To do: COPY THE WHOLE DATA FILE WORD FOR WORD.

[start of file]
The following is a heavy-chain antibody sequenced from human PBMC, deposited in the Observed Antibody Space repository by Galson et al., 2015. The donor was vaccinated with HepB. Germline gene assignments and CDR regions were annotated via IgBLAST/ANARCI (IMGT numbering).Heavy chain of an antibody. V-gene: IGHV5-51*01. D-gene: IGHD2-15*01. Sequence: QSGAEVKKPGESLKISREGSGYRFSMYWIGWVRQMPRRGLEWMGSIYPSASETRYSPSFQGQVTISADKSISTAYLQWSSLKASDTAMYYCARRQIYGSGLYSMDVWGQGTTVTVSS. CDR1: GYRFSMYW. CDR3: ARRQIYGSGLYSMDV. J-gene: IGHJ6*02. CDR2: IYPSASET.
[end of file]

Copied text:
The following is a heavy-chain antibody sequenced from human PBMC, deposited in the Observed Antibody Space repository by Galson et al., 2015. The donor was vaccinated with HepB. Germline gene assignments and CDR regions were annotated via IgBLAST/ANARCI (IMGT numbering).Heavy chain of an antibody. V-gene: IGHV5-51*01. D-gene: IGHD2-15*01. Sequence: QSGAEVKKPGESLKISREGSGYRFSMYWIGWVRQMPRRGLEWMGSIYPSASETRYSPSFQGQVTISADKSISTAYLQWSSLKASDTAMYYCARRQIYGSGLYSMDVWGQGTTVTVSS. CDR1: GYRFSMYW. CDR3: ARRQIYGSGLYSMDV. J-gene: IGHJ6*02. CDR2: IYPSASET.